The details of Calvin’s life are ably presented and the first part of the volume is certainly a welcome piece of scholarship, but the true value of the volume lies within the second part where McKim analyzes Calvin’s Institutes, book by book, chapter by chapter, section by section and allows readers who may not have read the entire thing for themselves an entrance into its many profundities. Indeed, the second half of McKim’s work could have been published as a stand alone work and titled ‘A Primer in the Theology of John Calvin’.
The best thing about the segment is the ease with which McKim boils Calvin’s ideas down to their most basic and distilled form without losing any of the substance. It’s easy enough to summarize anyone’s notions, but to do so in order that the authentic core is retained is a skill few possess.
McKim doesn’t simply summarize, though. He also quotes Calvin extensively so that readers are drawn in to a direct encounter with Calvin himself. The true genius of the volume is that when readers complete it they will want more.
To that end, McKim provides a very good up to date modern bibliography and he also makes this book group friendly by providing study questions. McKim, in this short but useful work, proves once again that bigger is not necessarily better and in fact the small packages often contain the greatest gifts.
This unique book is an introductory guide to the life and theology of John Calvin (1509-64). Calvin’s theology has been highly significant as a major expression of Protestant theology. Reformed churches throughout the world appropriate Calvin’s theological understandings and find his work provides important insights into Scripture and communicates a vibrant Christian faith. The first part of this book describes events in Calvin’s life that helped shape his major work, the Institutes of the Christian Religion. The second part follows the flow of the Institutes and provides a narrative exposition of this major work, with numerous quotations of Calvin’s own words. This enables readers to hear Calvin’s voice as his views are explained. This close reading of Calvin opens the door to further, more thorough Calvin studies.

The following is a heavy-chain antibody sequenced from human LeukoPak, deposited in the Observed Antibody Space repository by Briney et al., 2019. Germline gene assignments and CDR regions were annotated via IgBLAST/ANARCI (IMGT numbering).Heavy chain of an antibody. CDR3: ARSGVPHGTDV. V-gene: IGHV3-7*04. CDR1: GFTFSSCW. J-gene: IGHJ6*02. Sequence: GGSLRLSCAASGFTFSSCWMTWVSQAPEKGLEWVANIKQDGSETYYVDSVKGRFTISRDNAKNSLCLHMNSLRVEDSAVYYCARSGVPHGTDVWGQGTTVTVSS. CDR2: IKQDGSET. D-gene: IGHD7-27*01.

I commend this treasure to your attention. Especially if you are unfamiliar with the particulars of Calvin’s life or unsure about some aspect of Calvin’s thought. Once you are finished with it, follow the trail McKim marks out to further knowledge through the bibliography. You will certainly not regret the journey.
Several months back a friend, or rather now a former friend, gave me a book by Ben Witherington titled ‘The Progress of Prophecy’. I’ve read it. I’ve thought about it, and I’ve thought about what I would say about it.
I could think of nothing at all, until I was reading St. Jerome today and hit on this remark (in its context, a review of sorts of some ideas he’d been sent):
“The ship, as the saying goes, is wrecked in harbour.”
And that epitomizes the work.
Mark Roncace sent me a copy of his new book before SBL, and during times not fettered with busyness I really enjoyed it.
The Bible features an amazing epic narrative. But hardly anyone knows it’s in there, much less how riveting the story is. You have no idea what you’re missing—the greatest story never told! That’s because the Bible can be difficult to read, the plot hard to follow. Until now. God’s Story is a reader-friendly version of the core Old Testament narrative that is faithful to the original and highly enjoyable and entertaining. Neither a paraphrase nor a fictionalized account “based on the Bible,” Roncace presents the real Bible story as an actual story. He does so by removing distractions such as chapter and verse numbers, genealogies, laws, confusing names, and the like, and then gently elaborating the remainder in order to knit together a coherent plot and animate the characters. This unique approach enables the central storyline to emerge with power and conviction. From the faith of one man, Abraham, to the tragic fall of David’s kingdom, readers will experience—many for the first time—this incredible epic in its entirety, including a variety of little-known scenes for adults only. God’s Story is the Old Testament told anew, God’s Word for today’s world.